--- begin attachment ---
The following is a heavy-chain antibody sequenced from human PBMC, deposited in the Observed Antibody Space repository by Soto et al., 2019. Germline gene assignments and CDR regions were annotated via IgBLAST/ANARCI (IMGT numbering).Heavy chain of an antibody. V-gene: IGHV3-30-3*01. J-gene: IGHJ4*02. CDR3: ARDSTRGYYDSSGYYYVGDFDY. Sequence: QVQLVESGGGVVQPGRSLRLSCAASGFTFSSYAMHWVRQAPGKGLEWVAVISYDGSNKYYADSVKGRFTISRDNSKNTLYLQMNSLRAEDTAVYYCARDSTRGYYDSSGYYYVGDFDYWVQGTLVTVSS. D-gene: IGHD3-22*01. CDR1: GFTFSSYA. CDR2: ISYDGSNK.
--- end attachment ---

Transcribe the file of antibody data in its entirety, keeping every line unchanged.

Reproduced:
The following is a heavy-chain antibody sequenced from human PBMC, deposited in the Observed Antibody Space repository by Soto et al., 2019. Germline gene assignments and CDR regions were annotated via IgBLAST/ANARCI (IMGT numbering).Heavy chain of an antibody. V-gene: IGHV3-30-3*01. J-gene: IGHJ4*02. CDR3: ARDSTRGYYDSSGYYYVGDFDY. Sequence: QVQLVESGGGVVQPGRSLRLSCAASGFTFSSYAMHWVRQAPGKGLEWVAVISYDGSNKYYADSVKGRFTISRDNSKNTLYLQMNSLRAEDTAVYYCARDSTRGYYDSSGYYYVGDFDYWVQGTLVTVSS. D-gene: IGHD3-22*01. CDR1: GFTFSSYA. CDR2: ISYDGSNK.